When William J. White, chairman and CEO of Bell & Howell, met recently with representatives from his company’s banks about refinancing debt, he was in for a surprise. “The same banks were there, but different people,” he says. “The ones we knew well were in the high-risk, high-yield, leveraged departments.” Why the new faces? “We’d been moved to the good side of the banks now that we’re a better business risk,” says White, allowing himself a moment of pride.
He’s certainly entitled to it. When White, 58, came on board at Bell & Howell in February 1990, the company was staggering under a whopping $750 million in debt from a 1988 leveraged buyout.
As an added challenge, the Skokie, IL-based firm was transitioning from a maker of audiovisual equipment to an information and systems company with the goal of pursuing business in the electronic and online publishing industries-and taking on such market leaders as Dow Jones, Nexis, and Dialog. White admits the task seemed daunting, particularly given that he was not familiar with the industry; but his personal interest in computers and the Internet-he’s a self-avowed Web-surfer-as well as the great potential he believed Bell & Howell possessed to capture market share, were enough to convince him to take on the job.
“I was confident that if I could focus people on the importance of having steady cash flow and be sure I had the right people in key positions, that we would make it through,” he says, adding that previous experience had prepared him, including his most recently held position of CEO of Whitestar Graphics, a printing and graphics company.
With cash flow a priority, White’s mandate was clear: Cut costs. Over the next three years, he and his senior executives were successful at pursuing their goal-almost too successful. While they had managed to pare costs significantly, sales were so anemic that Bell & Howell looked like a candidate for that management buzzword: “corporate anorexia.” “It wasn’t until late 1993 that we woke up and said, ‘We’re doing a great job with operating earnings compounding at 12 percent to 15 percent, but our sales growth is only 4 percent,’ We knew there were a lot of costs we could still wring out, but you can’t do that forever.”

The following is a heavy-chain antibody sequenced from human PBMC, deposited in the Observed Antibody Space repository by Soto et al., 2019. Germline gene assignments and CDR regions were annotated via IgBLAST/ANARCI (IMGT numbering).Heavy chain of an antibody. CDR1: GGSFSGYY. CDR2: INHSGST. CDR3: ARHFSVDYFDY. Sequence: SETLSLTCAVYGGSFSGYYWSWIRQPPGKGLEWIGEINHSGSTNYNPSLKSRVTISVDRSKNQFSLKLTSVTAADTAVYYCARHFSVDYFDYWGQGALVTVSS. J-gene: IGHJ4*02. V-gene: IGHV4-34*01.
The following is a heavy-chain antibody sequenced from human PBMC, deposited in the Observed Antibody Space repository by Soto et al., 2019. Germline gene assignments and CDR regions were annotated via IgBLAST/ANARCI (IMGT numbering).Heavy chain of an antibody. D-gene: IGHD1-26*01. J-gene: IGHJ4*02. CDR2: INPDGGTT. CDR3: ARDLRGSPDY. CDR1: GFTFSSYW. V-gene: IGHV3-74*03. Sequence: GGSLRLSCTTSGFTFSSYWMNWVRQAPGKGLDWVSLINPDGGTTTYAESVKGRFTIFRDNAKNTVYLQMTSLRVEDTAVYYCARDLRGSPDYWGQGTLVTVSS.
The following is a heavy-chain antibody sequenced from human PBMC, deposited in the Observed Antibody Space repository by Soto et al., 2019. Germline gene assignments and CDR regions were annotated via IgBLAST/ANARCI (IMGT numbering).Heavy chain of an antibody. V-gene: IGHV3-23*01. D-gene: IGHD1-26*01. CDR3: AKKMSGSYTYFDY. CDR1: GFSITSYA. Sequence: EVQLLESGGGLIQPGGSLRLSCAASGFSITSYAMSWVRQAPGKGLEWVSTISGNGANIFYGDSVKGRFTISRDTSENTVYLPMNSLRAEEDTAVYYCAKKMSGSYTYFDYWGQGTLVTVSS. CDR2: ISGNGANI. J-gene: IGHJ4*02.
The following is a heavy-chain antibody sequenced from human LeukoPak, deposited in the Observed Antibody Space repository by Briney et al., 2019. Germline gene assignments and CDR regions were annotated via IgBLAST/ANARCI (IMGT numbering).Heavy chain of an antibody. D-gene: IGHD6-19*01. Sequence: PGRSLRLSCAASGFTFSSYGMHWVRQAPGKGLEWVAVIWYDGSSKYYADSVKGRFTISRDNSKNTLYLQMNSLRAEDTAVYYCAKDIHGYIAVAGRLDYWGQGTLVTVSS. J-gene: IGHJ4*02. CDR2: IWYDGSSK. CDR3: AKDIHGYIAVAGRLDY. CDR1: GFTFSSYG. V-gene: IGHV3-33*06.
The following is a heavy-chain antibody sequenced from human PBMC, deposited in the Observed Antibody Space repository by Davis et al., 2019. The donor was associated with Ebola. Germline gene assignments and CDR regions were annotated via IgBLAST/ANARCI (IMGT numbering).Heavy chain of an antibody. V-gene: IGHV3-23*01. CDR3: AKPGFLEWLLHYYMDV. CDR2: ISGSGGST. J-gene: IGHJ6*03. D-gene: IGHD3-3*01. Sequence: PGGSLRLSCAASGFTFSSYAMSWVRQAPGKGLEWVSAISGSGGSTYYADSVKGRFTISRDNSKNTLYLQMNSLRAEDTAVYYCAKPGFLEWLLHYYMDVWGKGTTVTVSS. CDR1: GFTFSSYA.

So White found himself leading Bell & Howell through a radical change in corporate culture. Incentives were revamped to reward sales instead of cash flow, and, with the return of the company to public ownership last year, senior management gave up cash bonuses for options tied directly to stock performance. Even the board of directors participates. “They’re paid entirely in options, so if the company doesn’t do well, they work for free,” says White.
In general, White’s managerial strategy dictates that success can best be achieved by empowering division managers. “I believe in having decentralized management, in letting our division presidents really feel that they are owners of their individual business by letting them make decisions with minimal approval at a corporate level.”
While he admits the transition hasn’t been painless-some executives who couldn’t adjust to a growth culture are gone-the results have been dramatic. Sales increased 7 percent in 1994, then an additional 14 percent to $820 million last year; and the momentum was still going in the first half of 1996 as revenues hit $415.1 million, up 10 percent over the same period in 1995. White’s only regret about the switch to a growth strategy: “We should have started sooner.”
But he isn’t spending much time looking back. He and his division presidents have hit the acquisition trail. Most recently, Bell & Howell purchased Data Times, an electronic publisher that will be folded into UMI, the company’s own electronic database publishing division. UMI, one of four Bell & Howell businesses (including a mail processing group, an information management business, and an electronic auto parts catalog), owns and distributes, via CD-ROM and the Web, the largest collection of magazine articles and newspapers after the Library of Congress. The growing division’s greatest challenge, says White, is to enhance content and distinguish itself among a plethora of Web-based information services.
Meanwhile, White has much to celebrate. Donald Frey, a retired
Chairman and Chief Executive
Family: Wife, Jane; children, Jim, Tom, Mia, Gretchen; and five grandsons.
Education: Northwestern University, Industrial Engineering; MBA, Harvard.
Board of directors: The Readers Digest Association.
Business philosophy: “I believe customer satisfaction comes from employee satisfaction. So we work hard to be sure that all our associates [employees] get excited about their jobs. Once that happens, it rubs off on customers. That’s the ultimate leverage.” Influence: Professor Georges Doriot,
Interests: Golf, tennis, sailing. “But my real hobby is working on teaching, which will probably be a future vocation.” (White is an adjunct professor at Northwestern University and a visiting lecturer at The Darden School of the University of Virginia and the University of Illinois at Chicago.)
Car: 1990 Black Porsche 911.
Books read recently: “Absolute Power,” by David Baldacci, and Inspector Morse mysteries by Cohn Dexter.